Horizon 2020 Szechenyi 2020
Medifood is a medical nutrition company offering nutritional products for people affected by disease-related malnutrition.
  • About disease-related malnutrition

    Malnutrition or malnourishment is a condition that occurs
    if the body does not get the right amount of nutrients to maintain its health.
    When this is due to the effects of a disease or illness we call it
    disease-related malnutrition.
    Read more

  • Therapeutic areas of disease-related malnutrition

    Diseases that can lead to malnutrition include: cancers - Oncology Read more Respiratory diseases - Pulmonology Read moreStomach and intestinal diseases - Gastroenterology Read more Age related degenerative disorders - Elderly Read more

What is disease-related malnutrition in inflammatory bowel disease (IBD)?

In the past, protein-energy malnutrition was very common in IBD patients, affecting 70-80% of hospitalized patients. Malnutrition was more common in Crohn’s disease than in ulcerative colitis patients, with an incidence ranging from 25% to 80%, especially during the remission phase. The prevalence of protein-energy malnutrition has decreased over the years, but still remains one of the major complications in children with IBD. Weight loss is present at diagnosis in up to 90% of children, while growth failure at the time of diagnosis has been reported in 23-88%.1

What are the causes of disease-related malnutrition in IBD?

The most important causes of malnutrition in IBD are decreased food intake due to anorexia, abdominal pain, nausea, vomiting, or restricted diets; the malabsorption of nutrients due to the reduced absorptive surface because of the inflammation, resection, bypass and fistulae; increased intestinal loss due to gastrointestinal disorders; hypermetabolic states; and drug interactions with corticosteroids, sulfasalazine, immunosuppressants, or antimicrobials.2

What are the consequences of disease-related malnutrition in IBD?

Undernutrition has a negative effect on the clinical course of the disease, rate of postoperative complications (especially anastomosis breakdown) and mortality in IBD patients. Moreover, undernutrition causes humoral and cellular immunodeficiency, leading to impairment of the mucosal barrier and a greater risk of infection by bacterial translocation.1

Why is it important to be well-nourished?

Getting the right amount of nutrients is crucial for preventing weight loss and muscle wasting which helps keep up strength, and overcome weakness caused by the disease-related malnutrition. A high calorie diet has been shown to induce weight gain, an increase of the albumin level, a decrease in the disease activity, a reversal of subacute obstruction, and remission in patients suffering from IBD.3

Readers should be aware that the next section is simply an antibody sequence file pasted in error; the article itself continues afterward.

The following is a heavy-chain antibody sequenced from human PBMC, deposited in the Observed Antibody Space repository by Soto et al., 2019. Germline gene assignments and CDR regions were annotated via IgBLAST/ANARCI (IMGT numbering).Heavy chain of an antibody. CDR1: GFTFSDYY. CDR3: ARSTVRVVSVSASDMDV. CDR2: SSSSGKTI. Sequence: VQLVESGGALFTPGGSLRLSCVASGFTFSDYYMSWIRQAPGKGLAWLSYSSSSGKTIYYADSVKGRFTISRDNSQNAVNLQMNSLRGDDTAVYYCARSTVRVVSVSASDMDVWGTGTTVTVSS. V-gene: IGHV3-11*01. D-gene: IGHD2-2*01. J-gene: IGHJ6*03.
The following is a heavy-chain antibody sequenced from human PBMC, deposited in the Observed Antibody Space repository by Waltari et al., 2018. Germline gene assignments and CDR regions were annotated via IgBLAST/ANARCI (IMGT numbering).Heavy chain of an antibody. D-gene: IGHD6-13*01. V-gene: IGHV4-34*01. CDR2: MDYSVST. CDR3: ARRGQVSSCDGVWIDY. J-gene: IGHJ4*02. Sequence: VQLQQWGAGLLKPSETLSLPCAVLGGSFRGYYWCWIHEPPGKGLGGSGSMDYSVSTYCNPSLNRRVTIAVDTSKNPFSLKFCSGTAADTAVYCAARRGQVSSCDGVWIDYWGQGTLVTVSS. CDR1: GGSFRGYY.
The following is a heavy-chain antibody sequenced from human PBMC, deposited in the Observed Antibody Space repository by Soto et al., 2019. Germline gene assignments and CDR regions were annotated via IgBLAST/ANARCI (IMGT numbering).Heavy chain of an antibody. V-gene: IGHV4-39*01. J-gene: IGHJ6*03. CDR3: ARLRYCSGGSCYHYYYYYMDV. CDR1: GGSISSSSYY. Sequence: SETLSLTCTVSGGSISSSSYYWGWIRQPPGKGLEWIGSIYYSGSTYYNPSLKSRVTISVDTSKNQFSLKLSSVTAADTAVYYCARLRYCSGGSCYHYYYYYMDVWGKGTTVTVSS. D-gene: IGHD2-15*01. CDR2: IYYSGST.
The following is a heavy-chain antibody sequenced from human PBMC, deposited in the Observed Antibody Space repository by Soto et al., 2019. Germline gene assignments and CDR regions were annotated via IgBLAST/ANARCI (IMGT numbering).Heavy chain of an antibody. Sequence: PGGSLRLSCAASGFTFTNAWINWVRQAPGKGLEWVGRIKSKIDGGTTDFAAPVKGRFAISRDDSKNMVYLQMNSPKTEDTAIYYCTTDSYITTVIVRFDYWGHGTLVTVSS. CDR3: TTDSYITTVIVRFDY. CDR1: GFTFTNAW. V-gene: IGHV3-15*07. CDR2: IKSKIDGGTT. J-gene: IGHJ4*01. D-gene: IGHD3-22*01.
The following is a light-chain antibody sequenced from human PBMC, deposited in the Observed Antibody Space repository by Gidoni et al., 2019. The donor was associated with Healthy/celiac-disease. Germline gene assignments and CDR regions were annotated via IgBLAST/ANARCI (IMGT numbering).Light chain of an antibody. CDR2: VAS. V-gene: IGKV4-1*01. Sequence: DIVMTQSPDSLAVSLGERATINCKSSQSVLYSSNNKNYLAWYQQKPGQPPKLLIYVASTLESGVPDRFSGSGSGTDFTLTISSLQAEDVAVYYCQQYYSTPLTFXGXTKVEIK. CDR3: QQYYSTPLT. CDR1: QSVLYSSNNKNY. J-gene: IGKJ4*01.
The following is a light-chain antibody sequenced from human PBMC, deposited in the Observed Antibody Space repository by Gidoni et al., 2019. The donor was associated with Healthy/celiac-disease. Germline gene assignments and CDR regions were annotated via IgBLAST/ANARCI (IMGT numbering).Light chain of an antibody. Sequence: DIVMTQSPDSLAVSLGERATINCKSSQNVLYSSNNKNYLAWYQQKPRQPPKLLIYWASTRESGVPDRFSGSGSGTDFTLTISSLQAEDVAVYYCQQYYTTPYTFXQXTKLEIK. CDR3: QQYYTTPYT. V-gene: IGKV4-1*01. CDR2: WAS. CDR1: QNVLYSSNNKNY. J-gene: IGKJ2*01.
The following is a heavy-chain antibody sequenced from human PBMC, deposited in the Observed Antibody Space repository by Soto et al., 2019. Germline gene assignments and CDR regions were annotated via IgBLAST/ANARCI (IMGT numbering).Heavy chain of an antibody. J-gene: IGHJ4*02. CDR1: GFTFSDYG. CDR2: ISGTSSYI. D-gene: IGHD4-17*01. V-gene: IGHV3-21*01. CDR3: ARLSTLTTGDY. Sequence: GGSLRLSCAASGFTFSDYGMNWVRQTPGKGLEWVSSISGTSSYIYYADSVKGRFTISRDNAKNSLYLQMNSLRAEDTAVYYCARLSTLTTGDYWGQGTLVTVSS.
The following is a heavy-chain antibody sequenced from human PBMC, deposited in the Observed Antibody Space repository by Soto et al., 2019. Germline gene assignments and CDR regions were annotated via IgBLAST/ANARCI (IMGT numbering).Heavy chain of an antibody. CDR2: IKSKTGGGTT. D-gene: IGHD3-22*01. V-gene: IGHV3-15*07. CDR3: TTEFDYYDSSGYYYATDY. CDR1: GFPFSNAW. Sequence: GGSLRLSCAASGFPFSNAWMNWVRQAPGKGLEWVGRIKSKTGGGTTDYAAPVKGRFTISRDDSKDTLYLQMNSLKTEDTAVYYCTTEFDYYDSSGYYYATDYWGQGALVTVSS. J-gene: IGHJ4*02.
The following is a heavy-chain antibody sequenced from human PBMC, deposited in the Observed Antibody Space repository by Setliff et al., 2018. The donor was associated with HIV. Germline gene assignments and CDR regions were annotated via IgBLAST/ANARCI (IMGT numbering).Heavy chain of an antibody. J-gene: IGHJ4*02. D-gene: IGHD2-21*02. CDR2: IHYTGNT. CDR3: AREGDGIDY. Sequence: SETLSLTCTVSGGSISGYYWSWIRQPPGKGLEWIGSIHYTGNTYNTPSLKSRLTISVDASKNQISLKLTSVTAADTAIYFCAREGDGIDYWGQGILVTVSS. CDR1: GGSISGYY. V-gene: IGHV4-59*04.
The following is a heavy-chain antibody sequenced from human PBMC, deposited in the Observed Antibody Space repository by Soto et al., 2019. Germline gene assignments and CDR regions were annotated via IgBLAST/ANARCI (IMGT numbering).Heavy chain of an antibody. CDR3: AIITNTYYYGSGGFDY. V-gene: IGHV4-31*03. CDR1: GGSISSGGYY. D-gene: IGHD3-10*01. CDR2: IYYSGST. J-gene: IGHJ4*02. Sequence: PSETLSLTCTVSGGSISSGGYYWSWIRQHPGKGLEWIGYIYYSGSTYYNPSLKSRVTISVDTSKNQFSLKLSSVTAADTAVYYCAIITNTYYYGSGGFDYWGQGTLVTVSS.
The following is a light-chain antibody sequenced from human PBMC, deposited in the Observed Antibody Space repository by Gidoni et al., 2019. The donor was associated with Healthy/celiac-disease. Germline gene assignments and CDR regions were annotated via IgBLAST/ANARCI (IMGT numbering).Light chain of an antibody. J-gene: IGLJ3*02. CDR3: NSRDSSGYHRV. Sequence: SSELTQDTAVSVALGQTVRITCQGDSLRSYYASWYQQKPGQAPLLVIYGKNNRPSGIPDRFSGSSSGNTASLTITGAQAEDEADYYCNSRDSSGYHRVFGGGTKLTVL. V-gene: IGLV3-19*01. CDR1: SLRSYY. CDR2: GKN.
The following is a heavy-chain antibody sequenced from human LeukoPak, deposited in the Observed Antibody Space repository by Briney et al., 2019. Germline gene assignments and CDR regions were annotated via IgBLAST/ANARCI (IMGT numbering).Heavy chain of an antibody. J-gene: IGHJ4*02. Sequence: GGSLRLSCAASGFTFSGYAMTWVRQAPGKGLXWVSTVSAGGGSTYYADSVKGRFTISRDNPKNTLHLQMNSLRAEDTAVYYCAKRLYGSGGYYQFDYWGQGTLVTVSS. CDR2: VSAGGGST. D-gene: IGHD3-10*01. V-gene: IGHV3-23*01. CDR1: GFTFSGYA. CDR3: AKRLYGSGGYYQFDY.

How can we help?

The main source of nutrients is normally food. However, for IBD patients suffering from disease-related malnutrition, a healthy diet is often not enough. Since the nutritional demand is increased but appetite is reduced, patients need nutritional supplements that contain high energy in low volume, so even a little quantity significantly boosts the nutritional intake. Specially formulated nutritional products are available for patients to stay well-nourished and fight disease more effectively. They come in all tastes and formats, catering for everyone’s needs.

Medifood’s innovative nutritional product is highly effective due to its beneficial features. Its high energy and protein contents are able to correct the malnutrition seen in IBD patients. It is known that a low carbohydrate diet can ameliorate the clinical symptoms of IBD4, thus, nutrition with the product containing a low amount of carbohydrate has similar beneficial effects in such patients. Moreover, the high amount of ω-3 fatty acids in the product can reduce inflammation, thus lower the disease activity and increase quality of life in IBD.


References:

  1. Guagnozzi D. et al. Nutritional treatment in inflammatory bowel disease. An update. Rev Esp Enferm Dig 2012;104:479-88.
  2. Hartman C. et al. Nutritional status and nutritional therapy in inflammatory bowel diseases. World J Gastroenterol 2009;15:2570-8.
  3. Afdhal NH. et al. Remission induction in refractory Crohns disease using a high calorie whole diet. JPEN J Parenteral Enteral Nutr 1989;13:362-5.
  4. Lutz W. Dismantling a myth: the role of fat and carbohydrates in our diet. by Selecta-Verlag Dr. Ildar Idris GmbH & Co.
    KG Planegg V. Muenchen, West Germany, 1986. available at: http://www.scdiet.org/7archives/lutz/lutz7.html